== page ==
Farm Partnerships – know the full story

There are two sides to every story and the most recent budget commentaries advocating the benefits of farm partnerships fail to highlight significantly the potential downside and vital need to look beyond the Income Tax and Schemes’ benefits.

  A written partnership agreement is essential and the fact that an agreement has to be written down forces families into having a discussion about succession. This gives clarity on what both parties want and expect to happen over time.

  It formalises an agreement regarding wages, division of profits, the level of labour expected by each and how to deal with any disputes which may arise. It is imperative to seek sound legal and tax advice at the beginning of the process as the law of governing partnerships is 125 years old.

The upside – potential benefits of farm partnership structures

Helping the succession process

A properly constituted partnership can be an excellent arrangement within a family, keeping both the younger and older generations involved in the orderly transfer of the farming business over time.

Better lifestyle

Better lifestyle is the big positive that all participants highlight. There is a huge advantage in being able to take time off, whether it’s regular weekends or days off or the flexibility of being able to take holidays. This is further enhanced with reduced stress when you are away, knowing that the person at home is as invested and capable as yourself.

  Labour availability on farms continually comes up as an issue. There is huge duplication where two farmers are milking two herds of 60 cows. Other benefits include reduced isolation, a greater skills mix and better decision-making. Having to justify decisions to eachother means they are fully debated.

Economies of Scale

Financial incentives include the potential to increase scale by joining two milking platforms or concentrating the cows on one block and the replacements on another. Improved efficiencies and savings will also allow for a greater financial return for the farmers involved, resulting from one larger unit replacing the two smaller enterprises.

Taxation

Revenue and the Department of Agriculture have a favourable approach towards registered farm partnerships. The lower tax rate can be maximised by sharing the profits. 100 per cent stock relief is available for new young trained farmer entrants, while 50% stock relief is available for other partners. This can be significant if stock numbers are increasing.  

  There is also a 25% Basic Payment Scheme top-up and access to a 60% grant rate for young farmers. Where three partners are involved there is a trebling of the grant investment ceiling.

Other benefits include:

•  Qualifying for increased thresholds under TAMS II – doubling of the €80,000 TAMS II investment ceiling

•  Qualifying a young trained farmer for a BPS 20% Top-up and/or National Reserve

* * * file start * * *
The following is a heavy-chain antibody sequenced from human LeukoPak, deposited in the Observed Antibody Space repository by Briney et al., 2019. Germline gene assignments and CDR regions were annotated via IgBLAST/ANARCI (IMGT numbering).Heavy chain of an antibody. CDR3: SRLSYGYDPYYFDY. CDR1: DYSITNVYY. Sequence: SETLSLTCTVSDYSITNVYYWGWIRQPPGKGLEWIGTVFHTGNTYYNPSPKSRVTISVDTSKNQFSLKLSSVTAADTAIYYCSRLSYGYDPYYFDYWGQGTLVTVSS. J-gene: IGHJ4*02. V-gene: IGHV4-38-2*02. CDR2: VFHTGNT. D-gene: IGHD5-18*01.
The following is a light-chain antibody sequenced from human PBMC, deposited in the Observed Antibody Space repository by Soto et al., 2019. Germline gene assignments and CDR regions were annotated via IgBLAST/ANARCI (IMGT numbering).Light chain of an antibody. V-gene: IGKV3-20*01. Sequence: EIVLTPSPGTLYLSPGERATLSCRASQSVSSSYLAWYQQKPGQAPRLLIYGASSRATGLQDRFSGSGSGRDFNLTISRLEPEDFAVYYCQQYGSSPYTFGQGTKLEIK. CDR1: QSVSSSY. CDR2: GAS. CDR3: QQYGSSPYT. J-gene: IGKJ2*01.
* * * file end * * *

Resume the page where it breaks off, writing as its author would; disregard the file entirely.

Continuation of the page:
•  Provide potential for 50% grant on new partnership set-up advisory costs (up to €5,000 costs)

•  Make available valuable income and capital taxes’ partnership reliefs

•  Qualifying for the €5,000 five-year registered farm succession partnership Income Tax Credit

The downside – examples of potential traps

Registered owner of land not the owner

Property purchased on behalf of the partnership business is deemed to be held on trust for all the partners. The registered owner is therefore not the owner – the partnership is the owner. Unintended and disastrous consequences of this can be:

Wills making reference to the land, stock and buildings passing to the farm successor rather than the individuals’ share in the partnership may result in:

•  Land, stock buildings, etc. not passing to the intended person

•  Potential loss of valuable 90% Agricultural Value Relief on the inheritance, which could mean an Inheritance Tax bill of up to €380,000 on a well-stocked 100 acre dairy farm

•  Ownership uncertainty leading to family discord and expensive legal actions

•  Fragmentation of land to pay the tax and legal bills

•  Disruption or disintegration of the family farm business

Land jointly owned – a tax timebomb

Joint ownership of land is a tax and legal minefield. The Capital Gains Tax Relief available to partnerships on breaking of land owning joint tenancies was discontinued on 31st December 2013. Splitting the jointly-owned lands into the individual partners’ names makes both partners liable to Capital Gains Tax, exposing them to unplanned and unexpected tax bills.

Forced cessation of partnership – additional Income Tax bills

Where one of the existing partners in a two-partner partnership dies, the partnership is deemed to cease, thereby giving the option to the tax office to revise some of the previous tax years if profits were increasing, resulting in increased Income Tax bills.

Entering partnerships unknowingly – “joint herd number partnerships”

There is strong legal advice supporting the opinion that farmers who created “joint herd number” structures in order to qualify for the 2015 National Reserve and Young Farmers Scheme unknowingly created and entered into partnerships. Without having received legal and tax advice, this could expose them to the potential traps outlined above.

  Properly formulated partnerships have proven very successful in Ireland. However partnerships are not for everyone and the financial incentives alone are not reason enough to create a partnership. Having decided to go into partnership negotiations can then take up to a year. This planning stage is hugely important and having a well-prepared exit strategy may mean that you may never have to use it.

  It is imperative to seek sound legal and tax advice at the outset.

 Tommy Fallon, Branch Manager, IFAC Accountants, Roscommon